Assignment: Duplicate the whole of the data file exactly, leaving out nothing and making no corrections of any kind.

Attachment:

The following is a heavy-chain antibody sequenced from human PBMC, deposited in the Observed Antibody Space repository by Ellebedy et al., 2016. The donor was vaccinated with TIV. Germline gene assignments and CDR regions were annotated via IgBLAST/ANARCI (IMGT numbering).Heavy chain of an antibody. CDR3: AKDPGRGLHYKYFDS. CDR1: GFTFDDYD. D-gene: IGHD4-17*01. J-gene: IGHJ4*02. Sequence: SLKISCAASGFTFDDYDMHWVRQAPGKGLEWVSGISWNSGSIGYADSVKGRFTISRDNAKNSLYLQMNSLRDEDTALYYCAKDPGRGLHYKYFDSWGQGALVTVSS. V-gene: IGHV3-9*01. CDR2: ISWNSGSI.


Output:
The following is a heavy-chain antibody sequenced from human PBMC, deposited in the Observed Antibody Space repository by Ellebedy et al., 2016. The donor was vaccinated with TIV. Germline gene assignments and CDR regions were annotated via IgBLAST/ANARCI (IMGT numbering).Heavy chain of an antibody. CDR3: AKDPGRGLHYKYFDS. CDR1: GFTFDDYD. D-gene: IGHD4-17*01. J-gene: IGHJ4*02. Sequence: SLKISCAASGFTFDDYDMHWVRQAPGKGLEWVSGISWNSGSIGYADSVKGRFTISRDNAKNSLYLQMNSLRDEDTALYYCAKDPGRGLHYKYFDSWGQGALVTVSS. V-gene: IGHV3-9*01. CDR2: ISWNSGSI.